Gosh, where to begin on this one? I would assume that every interwee gave a different answer (excluding perhaps "I don't know"). Again, this question might best be answered by defining the relationship between Actions and the ActionServlet which would be very difficult for a newb.

4. Advantages of Struts. Are ther any disadvantages?
This is like asking the advantages/disadvantages about life. A more specific topic of Struts would be a lot easier to answer. Like any framework, the biggest advantage is in not having to reinvent the wheel. Struts specifically though, I'd have to say navigation handling is the greatest advantage, or even just the overall flexibility. The biggest disadvantage is that you often need to slip in scriptlets (or one of the newer tag libraries) to obtain needed flexibility.

Hope some of this blabbering helps.
 
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Originally posted by Rebecca Abraham:
Hi,

I was asked the following questions in an interview.I was unable to answer them as I'm just a beginner to Struts. Could someone please tell the answers?

1. Can JSP always be used instead of a servlet?

2. Which is better - using a servlet or using JSP, and what is the reason?

3. Why the Action class is not used as the controller instead of ActionServlet?

4. Advantages of Struts. Are ther any disadvantages?

[ July 26, 2004: Message edited by: Rebecca Abraham ]




1. Can JSP always be used instead of a servlet?
A JSP is a kind of metadata file for a servlet, (in case your developers don't know Java, which was one of its selling points back at 1.0), and since JSPs compile into servlets, and you can override any method in the servlet hierarchy except for service(), I believe, so the answer is yes, but you may not see anything on the page depending on what it does. (Some servlets do work but display no data, etc).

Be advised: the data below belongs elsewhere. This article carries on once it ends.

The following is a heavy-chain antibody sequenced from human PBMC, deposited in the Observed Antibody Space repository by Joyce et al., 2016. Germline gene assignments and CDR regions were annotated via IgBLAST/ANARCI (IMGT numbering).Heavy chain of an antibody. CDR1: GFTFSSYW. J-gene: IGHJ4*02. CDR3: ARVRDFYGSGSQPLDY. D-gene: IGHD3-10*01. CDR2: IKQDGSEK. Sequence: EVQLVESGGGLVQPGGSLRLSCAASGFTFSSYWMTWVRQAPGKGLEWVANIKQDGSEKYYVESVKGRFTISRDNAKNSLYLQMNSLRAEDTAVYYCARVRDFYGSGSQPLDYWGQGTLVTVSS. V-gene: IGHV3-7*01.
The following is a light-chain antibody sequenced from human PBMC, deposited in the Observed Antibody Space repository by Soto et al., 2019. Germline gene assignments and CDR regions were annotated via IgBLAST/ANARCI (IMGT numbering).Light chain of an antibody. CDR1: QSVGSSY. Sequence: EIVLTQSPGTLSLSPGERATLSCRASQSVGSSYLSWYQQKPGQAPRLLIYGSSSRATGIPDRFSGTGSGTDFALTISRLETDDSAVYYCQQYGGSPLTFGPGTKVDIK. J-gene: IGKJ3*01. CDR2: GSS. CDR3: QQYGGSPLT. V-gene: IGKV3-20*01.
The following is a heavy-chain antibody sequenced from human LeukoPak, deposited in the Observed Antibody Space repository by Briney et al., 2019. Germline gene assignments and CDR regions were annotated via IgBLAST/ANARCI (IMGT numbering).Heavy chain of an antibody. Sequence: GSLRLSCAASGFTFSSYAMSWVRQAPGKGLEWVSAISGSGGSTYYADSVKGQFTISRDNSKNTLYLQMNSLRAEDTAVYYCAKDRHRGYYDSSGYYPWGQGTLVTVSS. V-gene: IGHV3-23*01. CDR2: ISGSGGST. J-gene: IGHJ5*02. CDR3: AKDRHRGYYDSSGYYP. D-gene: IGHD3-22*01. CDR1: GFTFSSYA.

2. Which is better - using a servlet or using JSP, and what is the reason?
Depends on the problem. If the problem is categorized by data retrieval and/or data displaying, then use a JSP. If it's work with little or no gui interaction required, then a servlet is better, where the ui part is delegated to a JSP through forward() or sendRedirect(). (Imagine a JSP that does work, like starting off threads in its init() method when a special 'knocking' request comes in, but the page is blank, so the user would see nothing. Not to mention it requires using scriplets, very ugly!)

3. Why the Action class is not used as the controller instead of ActionServlet?
Need to study the MVC architectural pattern. In Struts, the ActionServlet controller distributes requests to Action classes that can do the work, according to the ActionMapping section of the struts-config.xml file. For the Action classes to be a controller, they would have to be able to receive incoming requests, that is, something to control, and hence be servlets by definition. (They are not meant to be serlvets). Also, Action classes can delegate (forward) to other action classes and hence form a 2nd layer of control anyway.